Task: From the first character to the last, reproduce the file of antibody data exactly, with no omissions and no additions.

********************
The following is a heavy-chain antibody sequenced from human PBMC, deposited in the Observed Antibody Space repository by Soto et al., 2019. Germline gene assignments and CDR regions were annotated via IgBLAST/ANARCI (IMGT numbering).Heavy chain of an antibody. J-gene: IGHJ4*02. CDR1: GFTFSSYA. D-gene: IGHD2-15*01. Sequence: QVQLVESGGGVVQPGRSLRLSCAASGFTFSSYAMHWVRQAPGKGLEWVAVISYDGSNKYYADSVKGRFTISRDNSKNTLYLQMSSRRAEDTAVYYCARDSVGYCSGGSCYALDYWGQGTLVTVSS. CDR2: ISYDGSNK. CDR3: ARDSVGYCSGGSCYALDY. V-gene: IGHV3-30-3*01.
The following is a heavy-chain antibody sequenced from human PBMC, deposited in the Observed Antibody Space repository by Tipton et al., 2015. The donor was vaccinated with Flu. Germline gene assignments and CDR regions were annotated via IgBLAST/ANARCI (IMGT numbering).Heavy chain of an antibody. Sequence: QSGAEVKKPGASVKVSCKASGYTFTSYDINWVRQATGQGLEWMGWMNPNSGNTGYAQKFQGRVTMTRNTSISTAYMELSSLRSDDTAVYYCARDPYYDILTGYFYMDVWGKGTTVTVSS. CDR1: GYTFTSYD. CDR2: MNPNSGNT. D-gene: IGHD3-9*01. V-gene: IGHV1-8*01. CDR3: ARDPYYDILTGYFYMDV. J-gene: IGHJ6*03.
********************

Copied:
The following is a heavy-chain antibody sequenced from human PBMC, deposited in the Observed Antibody Space repository by Soto et al., 2019. Germline gene assignments and CDR regions were annotated via IgBLAST/ANARCI (IMGT numbering).Heavy chain of an antibody. J-gene: IGHJ4*02. CDR1: GFTFSSYA. D-gene: IGHD2-15*01. Sequence: QVQLVESGGGVVQPGRSLRLSCAASGFTFSSYAMHWVRQAPGKGLEWVAVISYDGSNKYYADSVKGRFTISRDNSKNTLYLQMSSRRAEDTAVYYCARDSVGYCSGGSCYALDYWGQGTLVTVSS. CDR2: ISYDGSNK. CDR3: ARDSVGYCSGGSCYALDY. V-gene: IGHV3-30-3*01.
The following is a heavy-chain antibody sequenced from human PBMC, deposited in the Observed Antibody Space repository by Tipton et al., 2015. The donor was vaccinated with Flu. Germline gene assignments and CDR regions were annotated via IgBLAST/ANARCI (IMGT numbering).Heavy chain of an antibody. Sequence: QSGAEVKKPGASVKVSCKASGYTFTSYDINWVRQATGQGLEWMGWMNPNSGNTGYAQKFQGRVTMTRNTSISTAYMELSSLRSDDTAVYYCARDPYYDILTGYFYMDVWGKGTTVTVSS. CDR1: GYTFTSYD. CDR2: MNPNSGNT. D-gene: IGHD3-9*01. V-gene: IGHV1-8*01. CDR3: ARDPYYDILTGYFYMDV. J-gene: IGHJ6*03.